Informed consent is the cornerstone of medical ethics. And every physician must defend this sacred principle from every form of evil that would seek to dismantle, degrade and debase it. If informed consent is the sun, then privacy, confidentiality, dignity, and trust are planets that go around it. For without informed consent, the descent of health care into amorality is inevitable, and the doctor-patient relationship is doomed to ruination, oblivion, and despair. It is also important to acknowledge the fact that a lack of informed consent has become endemic to our health care system.
This betrayal of patient trust is inextricably linked to three violations: a rape of the body, a rape of the mind and a rape of the soul. The rape of the mind is anchored in a willful nondisclosure of common long-term side effects associated with powerful drugs, such as opioids and certain types of chemotherapy. When a patient starts a chemotherapy regimen, they are typically briefed by a nurse, who proceeds to educate them regarding common short-term side effects such as mouth sores, constipation, and nausea, while failing to mention any of the typical long-term side effects, such as cognitive difficulties and early menopause. It is the long-term side effects that underscore the tragedy of having to resort to chemotherapy, as they can have a devastating impact on a patient’s quality of life, even long after remission has been attained.
On a breastcancer.org forum devoted to chemo brain, a writer named kcat2013 writes, “I’m almost 3 years out of chemo and my brain function has never returned to it’s [sic] pre-chemo state.” On a lymphoma.com forum devoted to chemo brain, sunshinebird writes, “By profession, I am an editor of a scholarly journal. My copy editing and proofreading skills have gone in the dumper.” JenLuvs2Run says, “I’m fine for a while, but then I suddenly find myself unable to pay attention — like my brain has entered into a fog. I will snap out of it, but it’s something that so far has kept me from returning to work full-time.”
The second violation that is intertwined with a lack of informed consent is the rape of the body, which is characterized by having medical students perform practice pelvic or rectal exams on anesthetized patients. It seems all but impossible for a patient to know precisely which teaching hospitals are still doing this and which have abandoned the practice. What we do know, is that the deplorable and heinous practice still occurs and has yet to be officially banned. Indeed, it is difficult to conceive of a more diabolical method for training medical students, as it inculcates them with the notion that privacy and consent are of little consequence and that the physician is above the law.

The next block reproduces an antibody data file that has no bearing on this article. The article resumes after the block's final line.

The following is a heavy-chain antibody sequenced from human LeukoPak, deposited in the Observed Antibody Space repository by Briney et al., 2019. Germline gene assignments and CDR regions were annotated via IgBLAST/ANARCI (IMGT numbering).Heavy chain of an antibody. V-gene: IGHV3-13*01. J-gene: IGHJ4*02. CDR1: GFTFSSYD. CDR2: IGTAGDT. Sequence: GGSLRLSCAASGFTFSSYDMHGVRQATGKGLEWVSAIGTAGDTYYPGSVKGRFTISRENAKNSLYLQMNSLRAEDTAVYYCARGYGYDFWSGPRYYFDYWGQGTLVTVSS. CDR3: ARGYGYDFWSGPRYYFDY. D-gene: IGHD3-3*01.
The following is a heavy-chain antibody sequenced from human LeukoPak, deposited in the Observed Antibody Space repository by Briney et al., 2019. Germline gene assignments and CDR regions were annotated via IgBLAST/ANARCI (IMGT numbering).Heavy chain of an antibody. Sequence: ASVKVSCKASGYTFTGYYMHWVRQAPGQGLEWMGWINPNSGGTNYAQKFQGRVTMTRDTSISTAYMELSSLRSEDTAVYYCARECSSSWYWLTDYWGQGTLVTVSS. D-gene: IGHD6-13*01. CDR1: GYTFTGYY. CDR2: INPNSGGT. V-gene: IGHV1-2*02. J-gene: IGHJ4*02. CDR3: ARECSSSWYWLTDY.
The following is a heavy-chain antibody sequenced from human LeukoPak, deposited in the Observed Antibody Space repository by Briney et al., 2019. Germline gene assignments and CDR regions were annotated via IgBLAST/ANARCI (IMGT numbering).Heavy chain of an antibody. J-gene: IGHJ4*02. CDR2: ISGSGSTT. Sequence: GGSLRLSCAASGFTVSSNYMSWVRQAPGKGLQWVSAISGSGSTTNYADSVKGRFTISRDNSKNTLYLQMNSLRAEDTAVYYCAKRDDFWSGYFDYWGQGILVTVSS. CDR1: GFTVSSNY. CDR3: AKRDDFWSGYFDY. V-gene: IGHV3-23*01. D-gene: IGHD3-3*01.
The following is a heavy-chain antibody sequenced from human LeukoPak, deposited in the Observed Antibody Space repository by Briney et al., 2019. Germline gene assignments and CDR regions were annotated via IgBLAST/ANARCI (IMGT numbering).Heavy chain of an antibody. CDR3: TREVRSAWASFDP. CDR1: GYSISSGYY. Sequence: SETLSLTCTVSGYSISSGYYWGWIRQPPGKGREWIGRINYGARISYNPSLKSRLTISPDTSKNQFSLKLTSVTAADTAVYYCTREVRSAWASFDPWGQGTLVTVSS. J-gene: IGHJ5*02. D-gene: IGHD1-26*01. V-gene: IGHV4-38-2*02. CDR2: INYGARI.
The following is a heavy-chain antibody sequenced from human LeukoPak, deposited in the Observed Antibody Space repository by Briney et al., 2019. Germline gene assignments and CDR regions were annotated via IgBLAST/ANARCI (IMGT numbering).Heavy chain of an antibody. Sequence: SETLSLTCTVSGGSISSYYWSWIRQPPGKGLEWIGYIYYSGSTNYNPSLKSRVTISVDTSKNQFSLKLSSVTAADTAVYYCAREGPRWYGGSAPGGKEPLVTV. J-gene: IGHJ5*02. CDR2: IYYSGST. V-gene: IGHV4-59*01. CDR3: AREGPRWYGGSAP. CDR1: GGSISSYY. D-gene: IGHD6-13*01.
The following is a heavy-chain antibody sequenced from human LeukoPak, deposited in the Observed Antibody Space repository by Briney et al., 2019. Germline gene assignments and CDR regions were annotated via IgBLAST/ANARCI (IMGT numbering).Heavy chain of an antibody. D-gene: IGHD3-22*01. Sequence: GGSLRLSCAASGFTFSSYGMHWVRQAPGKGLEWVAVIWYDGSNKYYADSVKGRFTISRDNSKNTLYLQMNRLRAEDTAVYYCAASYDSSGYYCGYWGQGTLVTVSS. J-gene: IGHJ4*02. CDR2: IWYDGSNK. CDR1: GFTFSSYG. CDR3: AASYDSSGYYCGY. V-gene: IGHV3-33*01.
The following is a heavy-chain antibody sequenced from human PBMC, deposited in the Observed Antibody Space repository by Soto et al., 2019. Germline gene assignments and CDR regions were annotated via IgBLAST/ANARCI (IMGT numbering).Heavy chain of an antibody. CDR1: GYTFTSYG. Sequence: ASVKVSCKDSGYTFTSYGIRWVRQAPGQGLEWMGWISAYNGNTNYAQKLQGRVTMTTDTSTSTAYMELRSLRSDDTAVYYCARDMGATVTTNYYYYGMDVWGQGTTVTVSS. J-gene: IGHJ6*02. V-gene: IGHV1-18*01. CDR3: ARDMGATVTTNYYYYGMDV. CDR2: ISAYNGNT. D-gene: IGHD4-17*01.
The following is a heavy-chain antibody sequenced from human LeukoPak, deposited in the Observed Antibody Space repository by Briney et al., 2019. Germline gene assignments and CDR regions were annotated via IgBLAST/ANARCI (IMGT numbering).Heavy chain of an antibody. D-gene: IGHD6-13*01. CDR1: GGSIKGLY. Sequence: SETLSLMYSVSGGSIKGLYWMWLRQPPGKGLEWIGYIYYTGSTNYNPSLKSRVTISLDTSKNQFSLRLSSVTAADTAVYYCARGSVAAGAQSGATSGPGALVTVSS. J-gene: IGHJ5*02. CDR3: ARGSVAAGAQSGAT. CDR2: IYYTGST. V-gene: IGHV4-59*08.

Let me pose a question. I am on gynecological surgery and several different residents and attendings have told me that before surgery, it is a great idea to perform a pelvic exam on the anesthetized woman to get practice. Many have said it is not traumatic to the patient and you get a more technically adequate exam since the patient is not guarding. Sure enough, before every procedure, the attending and resident (and I have worked with six attendings and four residents, both males and females, at two different hospitals, both community and academic hospital) perform a quick pelvic exam. Is this wrong?
The fact that a medical student in the 21st century can ask such a question speaks volumes about the glaring lack of a bioethics curriculum in our medical schools. One student flippantly replies, “It is standard procedure. How else do you think the residents and students are going to learn?” Lamentably, such is the general tenor of this disturbing discussion.
The third violation tied to a lack of informed consent is the rape of the soul and is rooted in the presence of unwanted observers during office visits. A line from the Hippocratic Oath reads, “I will respect the privacy of my patients, for their problems are not disclosed to me that the world may know.” Physicians that have the gall to defend nonconsensual physician shadowing and who defend the presence of other unwanted observers during doctor’s visits, such as nurses and chaperones, clearly lack even the faintest trace of respect for that which forms the bedrock of medical ethics.
Teaching medical students, residents, and fellows that they have the right to observe a patient’s office visit, regardless of whether or not the patient’s consent has been obtained, inculcates ambitious doctors in training with the pernicious idea that the very notion of patient privacy is anachronistic and obsolete.
The abhorrent practice is particularly widespread in dermatology, where impressionable residents are immersed in an environment where patients with the best insurance plans are able to meet with an attending in private, while patients with less glamorous plans are often coerced into being clinical teaching tools, and frequently examined with residents voyeuristically looking on. Patients have also grown increasingly aware of the fact that, while they can sometimes be arm-twisted into accepting the presence of interlopers, their doctors are in turn able to use their superior insurance plans to avoid this very thing when it is time for them to be a patient.
Once a physician has betrayed their sacred duty to defend informed consent, privacy, trust, and confidentiality invariably fall to the wayside. And it is then that such an individual ceases to be a real doctor in moral terms, having transformed themselves into a soulless technocrat. For they have debased and defiled the dignity of their own profession.
David Penner is a writer.
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